Should I Publish on Kindle or Sell an Ebook Directly on My Blog

Home » Blog » Content Marketing » Should I Publish on Kindle or Sell an Ebook Directly on My Blog

You should potentially do both if it’s possible. But generally speaking, if all you’re going to do is write one or two books then I would sell it directly on your website using something like or

Let me break down the what and the why behind each approach so you can decide for yourself how you want to proceed.

Steve Scott makes thousands of dollars selling 20,000-30,000 word Kindle ebooks. He’s actually step up the quality of his books so their more like 40,000 words now.

So does Colin Wright.

So does Johny  Truant.

Could you do the same?

Maybe, but books are a tough business.

Johnny FD makes $100-200 a month selling his Kindle books for example. He originally sold the books as a downloadable PDF on his website but then converted them to Kindle.

I asked him which is better and he said for those books, Kindle was less profitable in the short term and at first he thought he made a mistake but now sees it as the right decision as it gives greater exposure to his personal brand and social proof despite making less money.

Kindle Business Model

What exactly is the Kindle business model? It’s the business model that successful Kindle publishers use and it flows as follows:

  • Have a strong personal brand via a website.
  • Attract an audience with said website through search, YouTube and social media.
  • Convert traffic into an email list.
  • Leverage that email list as a relationship building tool.
  • Research topics and hash out ideas for books.
  • Publish a lot of books. Using your list as a way to get reviews and feedback on content and books you publish.
  • Don’t half ass it, give up or get lazy. Continue to publish.
  •  Then publish some more.
  • In your ebooks give a link to an email opt-in form to your “strong personally branded website.”

This sort of model requires oneself to really dedicate themselves to writing and publishing, A LOT. Because, you will create books that flop, some books that do OK, and other books that take off an make up the bulk of your income.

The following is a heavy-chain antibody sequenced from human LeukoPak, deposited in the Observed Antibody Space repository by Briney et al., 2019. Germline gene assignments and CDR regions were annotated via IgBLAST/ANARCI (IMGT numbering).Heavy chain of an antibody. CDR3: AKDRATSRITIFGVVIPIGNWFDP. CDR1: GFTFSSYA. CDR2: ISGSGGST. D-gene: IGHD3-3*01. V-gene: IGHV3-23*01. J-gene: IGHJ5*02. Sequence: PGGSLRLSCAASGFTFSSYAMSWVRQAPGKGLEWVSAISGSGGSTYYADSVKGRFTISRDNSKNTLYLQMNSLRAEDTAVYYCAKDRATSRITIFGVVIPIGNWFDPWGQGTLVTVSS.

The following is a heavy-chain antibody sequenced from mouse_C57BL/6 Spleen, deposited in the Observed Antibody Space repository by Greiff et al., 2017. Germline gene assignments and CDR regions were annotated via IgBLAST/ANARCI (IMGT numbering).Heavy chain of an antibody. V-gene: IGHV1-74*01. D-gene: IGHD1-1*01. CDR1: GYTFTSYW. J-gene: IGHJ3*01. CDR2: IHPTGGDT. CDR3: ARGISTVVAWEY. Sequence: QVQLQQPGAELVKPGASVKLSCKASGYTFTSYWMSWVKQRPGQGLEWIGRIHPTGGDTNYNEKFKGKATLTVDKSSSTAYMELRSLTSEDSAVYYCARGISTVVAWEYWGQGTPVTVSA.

It’s the 80/20 rule at work.

It also takes a lot of work to build an email list of interested people and a thriving website to go along with it.

Creating a website is of course part of the equation, but you have to really learn how to manage and grow an email list.

It all works together, and any chink in the armor will result in the whole thing not working to it’s full potential.

So while you may want to just publish books; to really build a thriving publishing micro business you need to:

  1. Learn how to create a website that reflects your brand.
  2. Write a lot of topically similar books.
  3. Learn how to run a successful email list.
  4. Have a talent for writing, creating quality books that people love.

Hey what about that bald Canadian guy on YouTube that sells Kindle Mastery?

Don’t buy Kindle Mastery. It’s lame. His premise is that you can outsource the writing to multiple authors who speak English as a second language and then go ahead an publish a 100+ low quality ebooks.

It’s all quite silly. It’s almost like he read about this idea but never actually did it. Also, he can’t actually point to any books he’s published as an example.

If you’re really interested in this model, follow Steve Scott’s lead.

One Kindle book is not enough.

From self published authors, the concenseous of what constitutes a successful book is at least 5 sales every single day more or less. If you write a Kindle ebook that performs this well after being run through your own internal marketing funnel, double down and create versions of that book in audio, paperback and multiple languages.

If it fails to reach that 5 sale a day threshold, consider your book a flop and move onto the next.

If successful however…

You will build a micro publishing business. One where you can focus more on the writing over time because the marketing funnels will already be in place.

What I like about this model is how simple it is. Get email subscribers, send them down a pre-made funnel, promote books. When you release a new book, promote it to your list.

Once your books have a good amount of sales and reviews, Amazon promotes your book and you’ve just built a passive income source.

So you could get to a place where you’re making a full time income and you spend your days writing books. A dream for some people.

Back to Johhny FD. He’s making $100-200 from two Kindle books. What if he had 50 Kindle books like Steve Scott that he was making sales from and using to drive traffic from Amazon to his website and email list?

I think you can see how this scales now.

Steve Scott

Steve Scott has a fun story (as I was a reader of Steve Scott site back in the day).

Steve Scott used to write a bunch of Kindle books on internet marketing. He was surprised by how well these Kindle Books sold but was getting annoyed with people saying he was only able to make money by talking about how to make money.

So he decided to launch a case study and built a new website, from scratch to be a case study for his internet marketing website,

The funny thing?

His case study overtook his in terms of profitability. Now it’s no longer a side thing, or a case study. IS his core business and he retired from writing at

Subscribe to his “habits website” to get an idea of the process he uses to make tens of thousands of dollars a month from selling Kindle books.

Because that’s the model he uses. Traffic to gets funneled into an email list and that email list is his main marketing tool for all his Kindle books.

Make sure to browse through the archives of his self publishing podcast questions show. It’s required listening as far as I’m concerned if this business model for your digital presence appeals to you.